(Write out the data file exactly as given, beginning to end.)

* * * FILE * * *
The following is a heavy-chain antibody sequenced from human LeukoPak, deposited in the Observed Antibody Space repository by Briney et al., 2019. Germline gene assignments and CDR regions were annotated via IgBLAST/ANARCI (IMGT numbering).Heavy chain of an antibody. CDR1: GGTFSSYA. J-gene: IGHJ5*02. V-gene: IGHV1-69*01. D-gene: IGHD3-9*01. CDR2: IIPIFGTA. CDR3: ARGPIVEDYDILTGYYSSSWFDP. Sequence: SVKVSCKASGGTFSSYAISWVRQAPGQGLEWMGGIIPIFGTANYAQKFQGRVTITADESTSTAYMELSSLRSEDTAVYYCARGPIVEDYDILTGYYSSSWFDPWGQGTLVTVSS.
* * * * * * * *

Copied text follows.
The following is a heavy-chain antibody sequenced from human LeukoPak, deposited in the Observed Antibody Space repository by Briney et al., 2019. Germline gene assignments and CDR regions were annotated via IgBLAST/ANARCI (IMGT numbering).Heavy chain of an antibody. CDR1: GGTFSSYA. J-gene: IGHJ5*02. V-gene: IGHV1-69*01. D-gene: IGHD3-9*01. CDR2: IIPIFGTA. CDR3: ARGPIVEDYDILTGYYSSSWFDP. Sequence: SVKVSCKASGGTFSSYAISWVRQAPGQGLEWMGGIIPIFGTANYAQKFQGRVTITADESTSTAYMELSSLRSEDTAVYYCARGPIVEDYDILTGYYSSSWFDPWGQGTLVTVSS.